Constituent Assembly of Tunisia

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National Constituent Assembly

المجلس الوطني التأسيسي

al-Majlis al-Waṭanī at-Ta'sīsī
Founded22 November 2011 (2011-11-22)
Disbanded26 October 2014 (2014-10-26)
Preceded byChamber of Deputies
Succeeded byAssembly of the Representatives of the People
Mustapha Ben Jafar, Ettakatol
since 22 November 2011
First Deputy Speaker
Meherzia Labidi Maïza, Ennahda
since 22 November 2011
Second Deputy Speaker
Larbi Ben Salah Abid, CPR
since 22 November 2011
Political groups
  Ennahda (89)
  non-inscrit (53)
  Democratic Bloc (18)
  Democratic Transition (13)
  Ettakatol (13)
  Wafa Movement (10)
Proportional representation in multi-member constituency party-lists
Last election
23 October 2011
Meeting place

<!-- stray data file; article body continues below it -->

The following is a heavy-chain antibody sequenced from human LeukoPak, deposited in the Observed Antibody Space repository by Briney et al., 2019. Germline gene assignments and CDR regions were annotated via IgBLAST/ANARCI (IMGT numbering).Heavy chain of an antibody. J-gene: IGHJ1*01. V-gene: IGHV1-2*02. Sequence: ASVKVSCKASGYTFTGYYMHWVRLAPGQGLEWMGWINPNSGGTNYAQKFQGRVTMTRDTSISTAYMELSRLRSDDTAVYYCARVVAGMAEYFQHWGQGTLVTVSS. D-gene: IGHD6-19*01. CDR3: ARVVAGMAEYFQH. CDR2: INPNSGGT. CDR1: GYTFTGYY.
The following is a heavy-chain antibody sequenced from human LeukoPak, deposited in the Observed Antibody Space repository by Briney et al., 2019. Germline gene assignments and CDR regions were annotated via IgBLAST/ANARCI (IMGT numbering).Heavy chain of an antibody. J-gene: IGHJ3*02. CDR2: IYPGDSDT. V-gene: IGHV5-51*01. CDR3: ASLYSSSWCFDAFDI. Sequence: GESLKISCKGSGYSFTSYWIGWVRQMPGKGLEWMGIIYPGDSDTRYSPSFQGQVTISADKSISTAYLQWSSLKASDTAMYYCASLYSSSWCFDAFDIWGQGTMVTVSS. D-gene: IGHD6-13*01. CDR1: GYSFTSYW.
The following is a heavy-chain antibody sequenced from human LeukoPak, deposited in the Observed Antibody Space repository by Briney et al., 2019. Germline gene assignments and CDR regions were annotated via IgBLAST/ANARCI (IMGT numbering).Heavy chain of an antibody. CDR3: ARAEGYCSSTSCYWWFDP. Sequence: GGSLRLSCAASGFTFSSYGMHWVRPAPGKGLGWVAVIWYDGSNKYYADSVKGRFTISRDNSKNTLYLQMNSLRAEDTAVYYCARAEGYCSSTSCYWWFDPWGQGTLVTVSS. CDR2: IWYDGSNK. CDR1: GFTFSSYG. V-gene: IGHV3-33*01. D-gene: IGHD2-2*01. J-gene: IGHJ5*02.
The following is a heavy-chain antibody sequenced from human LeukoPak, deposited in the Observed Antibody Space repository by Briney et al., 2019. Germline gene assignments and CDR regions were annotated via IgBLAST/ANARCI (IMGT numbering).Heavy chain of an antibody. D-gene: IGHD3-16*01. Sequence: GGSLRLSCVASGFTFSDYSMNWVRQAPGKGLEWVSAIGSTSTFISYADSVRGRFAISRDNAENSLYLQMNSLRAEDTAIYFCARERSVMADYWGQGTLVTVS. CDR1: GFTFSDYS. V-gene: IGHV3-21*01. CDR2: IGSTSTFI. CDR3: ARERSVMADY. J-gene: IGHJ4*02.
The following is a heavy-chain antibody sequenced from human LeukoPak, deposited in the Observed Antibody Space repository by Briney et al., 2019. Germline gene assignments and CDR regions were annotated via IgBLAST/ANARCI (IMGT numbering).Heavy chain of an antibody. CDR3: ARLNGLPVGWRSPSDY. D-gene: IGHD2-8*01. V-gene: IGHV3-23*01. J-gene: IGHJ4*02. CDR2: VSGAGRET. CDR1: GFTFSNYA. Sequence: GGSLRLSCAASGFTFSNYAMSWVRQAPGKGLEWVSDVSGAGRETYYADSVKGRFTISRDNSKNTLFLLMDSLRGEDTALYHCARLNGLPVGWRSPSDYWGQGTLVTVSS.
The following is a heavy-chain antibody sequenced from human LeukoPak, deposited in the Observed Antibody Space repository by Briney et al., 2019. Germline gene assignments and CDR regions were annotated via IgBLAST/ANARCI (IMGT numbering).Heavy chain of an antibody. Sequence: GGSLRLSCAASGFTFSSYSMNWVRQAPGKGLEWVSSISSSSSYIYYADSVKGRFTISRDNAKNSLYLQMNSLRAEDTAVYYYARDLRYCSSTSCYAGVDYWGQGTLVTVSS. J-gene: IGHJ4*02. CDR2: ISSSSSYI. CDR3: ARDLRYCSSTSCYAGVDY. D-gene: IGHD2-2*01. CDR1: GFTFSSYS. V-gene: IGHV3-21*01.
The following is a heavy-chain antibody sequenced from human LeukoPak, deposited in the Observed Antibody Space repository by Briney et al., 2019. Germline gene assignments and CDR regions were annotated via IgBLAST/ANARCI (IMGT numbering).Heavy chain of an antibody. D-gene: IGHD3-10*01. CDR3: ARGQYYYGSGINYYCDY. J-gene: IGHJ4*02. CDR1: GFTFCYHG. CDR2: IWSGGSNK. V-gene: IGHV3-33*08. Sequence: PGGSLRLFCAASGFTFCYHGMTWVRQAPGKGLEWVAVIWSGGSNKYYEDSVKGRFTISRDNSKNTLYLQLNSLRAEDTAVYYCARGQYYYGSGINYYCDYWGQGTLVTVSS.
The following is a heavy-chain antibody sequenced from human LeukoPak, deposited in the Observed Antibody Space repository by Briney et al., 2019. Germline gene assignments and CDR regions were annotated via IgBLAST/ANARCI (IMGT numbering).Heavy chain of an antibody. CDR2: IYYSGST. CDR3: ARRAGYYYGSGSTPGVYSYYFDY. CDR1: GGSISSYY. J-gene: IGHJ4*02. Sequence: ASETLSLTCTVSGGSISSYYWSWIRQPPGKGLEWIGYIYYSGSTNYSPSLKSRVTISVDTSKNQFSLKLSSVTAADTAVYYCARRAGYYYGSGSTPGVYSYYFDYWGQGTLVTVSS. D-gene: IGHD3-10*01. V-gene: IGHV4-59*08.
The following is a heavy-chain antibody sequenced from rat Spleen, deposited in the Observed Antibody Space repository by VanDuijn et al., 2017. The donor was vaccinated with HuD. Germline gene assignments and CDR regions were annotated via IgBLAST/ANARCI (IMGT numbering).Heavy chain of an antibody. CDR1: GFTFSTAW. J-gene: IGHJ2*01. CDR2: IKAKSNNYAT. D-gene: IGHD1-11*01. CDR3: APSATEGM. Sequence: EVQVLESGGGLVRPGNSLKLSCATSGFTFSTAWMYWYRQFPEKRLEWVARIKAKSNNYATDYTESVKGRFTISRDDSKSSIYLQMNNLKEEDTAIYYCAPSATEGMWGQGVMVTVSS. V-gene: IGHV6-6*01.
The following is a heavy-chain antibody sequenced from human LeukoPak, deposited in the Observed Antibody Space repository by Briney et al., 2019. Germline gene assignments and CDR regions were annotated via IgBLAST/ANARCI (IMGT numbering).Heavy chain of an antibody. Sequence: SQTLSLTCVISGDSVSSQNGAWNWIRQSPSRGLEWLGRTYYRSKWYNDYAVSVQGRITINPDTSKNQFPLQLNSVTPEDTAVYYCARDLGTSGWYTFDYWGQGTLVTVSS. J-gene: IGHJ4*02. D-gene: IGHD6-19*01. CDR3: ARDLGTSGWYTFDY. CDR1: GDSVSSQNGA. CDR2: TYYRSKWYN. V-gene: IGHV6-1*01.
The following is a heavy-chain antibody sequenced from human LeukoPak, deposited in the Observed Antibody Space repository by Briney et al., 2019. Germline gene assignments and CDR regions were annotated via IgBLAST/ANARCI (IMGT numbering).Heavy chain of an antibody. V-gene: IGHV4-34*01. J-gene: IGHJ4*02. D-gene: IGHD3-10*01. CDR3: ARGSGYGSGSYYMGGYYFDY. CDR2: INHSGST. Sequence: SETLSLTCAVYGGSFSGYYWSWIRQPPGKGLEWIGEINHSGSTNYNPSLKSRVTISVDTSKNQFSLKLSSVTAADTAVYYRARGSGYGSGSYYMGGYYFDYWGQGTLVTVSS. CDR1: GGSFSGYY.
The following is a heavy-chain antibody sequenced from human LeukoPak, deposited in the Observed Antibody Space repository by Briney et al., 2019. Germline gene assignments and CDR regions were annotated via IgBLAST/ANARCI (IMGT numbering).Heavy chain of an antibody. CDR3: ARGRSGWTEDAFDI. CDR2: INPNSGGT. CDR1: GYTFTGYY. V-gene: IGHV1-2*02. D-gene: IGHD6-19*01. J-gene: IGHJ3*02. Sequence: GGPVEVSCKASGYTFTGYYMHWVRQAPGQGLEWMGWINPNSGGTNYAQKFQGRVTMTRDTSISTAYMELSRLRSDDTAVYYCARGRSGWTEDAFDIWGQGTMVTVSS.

Bardo, Tunis
Bardo Palace[1]

The Constituent Assembly of Tunisia, or National Constituent Assembly (NCA) was the body in charge of devising a new Tunisian constitution for the era after the fall of President Zine El Abidine Ben Ali and his Constitutional Democratic Rally (RCD)–regime. Convoked after the election on 23 October 2011, the convention consists of 217 lawmakers representing Tunisians living both in the country and abroad.[2] A plurality of members comes from the moderate Islamist Ennahda Movement. The Assembly held its first meeting on 22 November 2011, and was dissolved and replaced by the Assembly of the Representatives of the People on 26 October 2014.


Provisionally, a time of approximately one year was envisioned to develop the new constitution,[3] although the convention itself was to determine its own schedule.[2]

Before the first session of the NCA, the Ennahda, Congress for the Republic (CPR) and Ettakatol agreed to share the three highest posts in state.[4] Accordingly, the parliament voted Mustapha Ben Jafar (Ettakatol) speaker of the NCA upon being convoked on 22 November.[5] Meherzia Labidi (Ennahda) and Larbi Abid (CPR) were elected Deputy Speakers.[6]

Provisional constitution and presidential election[edit]